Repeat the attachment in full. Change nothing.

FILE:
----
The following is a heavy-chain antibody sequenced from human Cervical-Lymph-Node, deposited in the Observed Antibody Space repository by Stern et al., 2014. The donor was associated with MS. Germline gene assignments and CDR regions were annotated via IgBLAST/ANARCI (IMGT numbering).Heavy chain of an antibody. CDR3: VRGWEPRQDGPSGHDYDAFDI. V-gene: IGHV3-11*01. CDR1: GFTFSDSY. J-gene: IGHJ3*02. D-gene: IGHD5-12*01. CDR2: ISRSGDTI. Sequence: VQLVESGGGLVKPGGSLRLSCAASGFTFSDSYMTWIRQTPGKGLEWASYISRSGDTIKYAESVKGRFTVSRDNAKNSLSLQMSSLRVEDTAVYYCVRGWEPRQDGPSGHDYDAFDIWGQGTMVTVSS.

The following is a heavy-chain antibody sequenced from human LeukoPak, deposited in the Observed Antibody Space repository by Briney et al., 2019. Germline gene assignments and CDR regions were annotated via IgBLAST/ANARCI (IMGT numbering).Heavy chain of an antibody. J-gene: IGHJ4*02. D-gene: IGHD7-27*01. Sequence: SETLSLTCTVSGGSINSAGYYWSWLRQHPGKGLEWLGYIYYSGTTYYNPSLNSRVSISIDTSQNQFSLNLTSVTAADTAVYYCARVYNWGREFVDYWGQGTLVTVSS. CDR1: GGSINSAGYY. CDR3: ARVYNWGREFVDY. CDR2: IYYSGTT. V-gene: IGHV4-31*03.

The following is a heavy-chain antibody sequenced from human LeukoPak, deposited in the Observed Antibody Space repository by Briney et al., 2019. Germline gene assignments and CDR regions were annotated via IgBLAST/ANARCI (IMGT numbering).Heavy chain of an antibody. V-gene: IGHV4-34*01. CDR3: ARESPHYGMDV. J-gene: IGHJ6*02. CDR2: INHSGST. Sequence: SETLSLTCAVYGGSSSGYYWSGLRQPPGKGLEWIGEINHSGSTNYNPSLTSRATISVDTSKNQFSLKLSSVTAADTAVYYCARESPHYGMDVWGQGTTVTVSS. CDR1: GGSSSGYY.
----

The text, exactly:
The following is a heavy-chain antibody sequenced from human Cervical-Lymph-Node, deposited in the Observed Antibody Space repository by Stern et al., 2014. The donor was associated with MS. Germline gene assignments and CDR regions were annotated via IgBLAST/ANARCI (IMGT numbering).Heavy chain of an antibody. CDR3: VRGWEPRQDGPSGHDYDAFDI. V-gene: IGHV3-11*01. CDR1: GFTFSDSY. J-gene: IGHJ3*02. D-gene: IGHD5-12*01. CDR2: ISRSGDTI. Sequence: VQLVESGGGLVKPGGSLRLSCAASGFTFSDSYMTWIRQTPGKGLEWASYISRSGDTIKYAESVKGRFTVSRDNAKNSLSLQMSSLRVEDTAVYYCVRGWEPRQDGPSGHDYDAFDIWGQGTMVTVSS.

The following is a heavy-chain antibody sequenced from human LeukoPak, deposited in the Observed Antibody Space repository by Briney et al., 2019. Germline gene assignments and CDR regions were annotated via IgBLAST/ANARCI (IMGT numbering).Heavy chain of an antibody. J-gene: IGHJ4*02. D-gene: IGHD7-27*01. Sequence: SETLSLTCTVSGGSINSAGYYWSWLRQHPGKGLEWLGYIYYSGTTYYNPSLNSRVSISIDTSQNQFSLNLTSVTAADTAVYYCARVYNWGREFVDYWGQGTLVTVSS. CDR1: GGSINSAGYY. CDR3: ARVYNWGREFVDY. CDR2: IYYSGTT. V-gene: IGHV4-31*03.

The following is a heavy-chain antibody sequenced from human LeukoPak, deposited in the Observed Antibody Space repository by Briney et al., 2019. Germline gene assignments and CDR regions were annotated via IgBLAST/ANARCI (IMGT numbering).Heavy chain of an antibody. V-gene: IGHV4-34*01. CDR3: ARESPHYGMDV. J-gene: IGHJ6*02. CDR2: INHSGST. Sequence: SETLSLTCAVYGGSSSGYYWSGLRQPPGKGLEWIGEINHSGSTNYNPSLTSRATISVDTSKNQFSLKLSSVTAADTAVYYCARESPHYGMDVWGQGTTVTVSS. CDR1: GGSSSGYY.